This character’s personality is also reflected in Tanya’s tendency to blame X for the results of her actions. A tendency of some political and social movements in history where those belonging to minority races and religions are blamed for things they have no responsibility for.
    I found the show interesting and would watch a second season.

  10. Ummmthhhthhh (face red, bulging, spitting) Yamaga wasn’t president at the time Gunbuster was released and the writing credits got placed; Okada was president, and by a mysterious coincidence, he was credited as the writer.

    You don’t have to just take Yamaga’s word for it that he wrote Gunbuster–the director took on the job because of it. Anno’s biography states: “But one day, he happened by chance to read through the script of the 2nd episode of an original video animation project that had lapsed into development limbo because no director was attached to the project. This project was Gunbuster, and Anno was moved to tears by Hiroyuki Yamaga’s script. He agonized over the question for while, but he decided he would apply to assume the mantle of director on the project. ” uthhhthhhhh uthhhhhhhhhhh I believetthhhh it’s mentioned in the RSF fanzine uhhhthhhhhhhh

    1. That Anno excerpt is basically the origin point for that discussion more than Yamaga saying anything, so we knew that much. But you got me where it actually matters: Yamaga was not, in fact, President of Gainax at that time.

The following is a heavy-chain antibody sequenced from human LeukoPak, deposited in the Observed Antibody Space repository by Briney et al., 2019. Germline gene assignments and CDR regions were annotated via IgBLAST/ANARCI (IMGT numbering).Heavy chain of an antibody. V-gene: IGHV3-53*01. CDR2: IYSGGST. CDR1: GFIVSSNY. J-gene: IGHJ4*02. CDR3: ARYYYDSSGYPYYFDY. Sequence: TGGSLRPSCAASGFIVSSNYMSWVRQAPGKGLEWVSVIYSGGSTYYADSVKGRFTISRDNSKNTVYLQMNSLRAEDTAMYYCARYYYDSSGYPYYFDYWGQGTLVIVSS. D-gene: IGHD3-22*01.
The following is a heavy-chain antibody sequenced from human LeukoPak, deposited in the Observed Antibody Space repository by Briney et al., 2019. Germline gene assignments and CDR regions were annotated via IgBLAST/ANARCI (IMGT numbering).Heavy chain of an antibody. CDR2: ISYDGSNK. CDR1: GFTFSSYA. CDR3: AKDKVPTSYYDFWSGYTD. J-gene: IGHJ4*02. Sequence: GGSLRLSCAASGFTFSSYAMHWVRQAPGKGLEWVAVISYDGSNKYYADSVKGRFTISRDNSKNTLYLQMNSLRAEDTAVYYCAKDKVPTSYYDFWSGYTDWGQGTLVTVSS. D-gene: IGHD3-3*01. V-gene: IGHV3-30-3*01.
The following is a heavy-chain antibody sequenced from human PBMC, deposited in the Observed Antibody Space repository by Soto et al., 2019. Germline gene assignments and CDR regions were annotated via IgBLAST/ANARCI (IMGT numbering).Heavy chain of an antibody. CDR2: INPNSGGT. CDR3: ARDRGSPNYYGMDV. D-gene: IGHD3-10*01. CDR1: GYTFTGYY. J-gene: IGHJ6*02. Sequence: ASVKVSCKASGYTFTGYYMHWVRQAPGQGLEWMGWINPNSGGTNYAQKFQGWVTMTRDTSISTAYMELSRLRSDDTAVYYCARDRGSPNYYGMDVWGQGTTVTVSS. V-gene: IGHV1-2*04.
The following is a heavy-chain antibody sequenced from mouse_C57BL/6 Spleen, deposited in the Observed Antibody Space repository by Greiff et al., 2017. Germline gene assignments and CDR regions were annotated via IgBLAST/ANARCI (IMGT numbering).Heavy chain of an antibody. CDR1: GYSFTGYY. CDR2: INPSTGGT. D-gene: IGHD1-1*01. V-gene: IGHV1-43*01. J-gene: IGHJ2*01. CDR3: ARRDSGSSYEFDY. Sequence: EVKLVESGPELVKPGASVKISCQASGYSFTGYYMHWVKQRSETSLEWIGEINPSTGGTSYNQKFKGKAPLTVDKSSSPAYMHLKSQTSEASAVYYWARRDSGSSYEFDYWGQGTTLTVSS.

1. (Face now purple, index finger stabbing and trembling) For sho sho, but I was just responding to “People argue that he was secretly the true writer of Gunbuster, only they took his name off of it and replaced it with Okada and Anno…He [Yamaga] claims that he’s the true writer of Gunbuster, based on I don’t know, whatever.” This makes it sound like it’s still up for debate–a matter of fan theories and Yamaga’s claims. But the quote of Anno’s saying that Yamaga wrote what he later directed it is from khara’s official site–that is, the one he set up after he left GAINAX, where presumably he could now feel free to speak frankly. The reason I felt prompted to remark on it was the larger context of the discussion–that after khara and Trigger split from GAINAX,* it became possible to determine who really did what. In the case of Gunbuster, it had been the other way around–Anno credits Yamaga’s script for actually bringing him back to GAINAX after he had drifted away for a while following RSF.